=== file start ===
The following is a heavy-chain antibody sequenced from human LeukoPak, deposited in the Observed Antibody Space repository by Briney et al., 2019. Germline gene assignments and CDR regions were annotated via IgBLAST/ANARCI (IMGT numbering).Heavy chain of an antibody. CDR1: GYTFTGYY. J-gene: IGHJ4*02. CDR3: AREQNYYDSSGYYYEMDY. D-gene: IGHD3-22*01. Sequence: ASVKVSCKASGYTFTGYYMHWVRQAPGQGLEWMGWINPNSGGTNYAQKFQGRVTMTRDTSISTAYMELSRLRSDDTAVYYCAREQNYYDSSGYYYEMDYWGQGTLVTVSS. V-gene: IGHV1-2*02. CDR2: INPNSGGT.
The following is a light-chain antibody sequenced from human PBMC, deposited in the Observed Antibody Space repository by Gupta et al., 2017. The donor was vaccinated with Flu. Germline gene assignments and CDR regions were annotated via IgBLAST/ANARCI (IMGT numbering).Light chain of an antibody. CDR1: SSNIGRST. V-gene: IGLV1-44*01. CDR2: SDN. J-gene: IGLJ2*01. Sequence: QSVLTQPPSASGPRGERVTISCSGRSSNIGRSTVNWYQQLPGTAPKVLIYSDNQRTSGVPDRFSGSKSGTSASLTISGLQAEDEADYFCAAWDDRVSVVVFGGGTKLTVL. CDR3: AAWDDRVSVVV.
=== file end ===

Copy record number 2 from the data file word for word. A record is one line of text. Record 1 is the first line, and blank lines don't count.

The following is a light-chain antibody sequenced from human PBMC, deposited in the Observed Antibody Space repository by Gupta et al., 2017. The donor was vaccinated with Flu. Germline gene assignments and CDR regions were annotated via IgBLAST/ANARCI (IMGT numbering).Light chain of an antibody. CDR1: SSNIGRST. V-gene: IGLV1-44*01. CDR2: SDN. J-gene: IGLJ2*01. Sequence: QSVLTQPPSASGPRGERVTISCSGRSSNIGRSTVNWYQQLPGTAPKVLIYSDNQRTSGVPDRFSGSKSGTSASLTISGLQAEDEADYFCAAWDDRVSVVVFGGGTKLTVL. CDR3: AAWDDRVSVVV.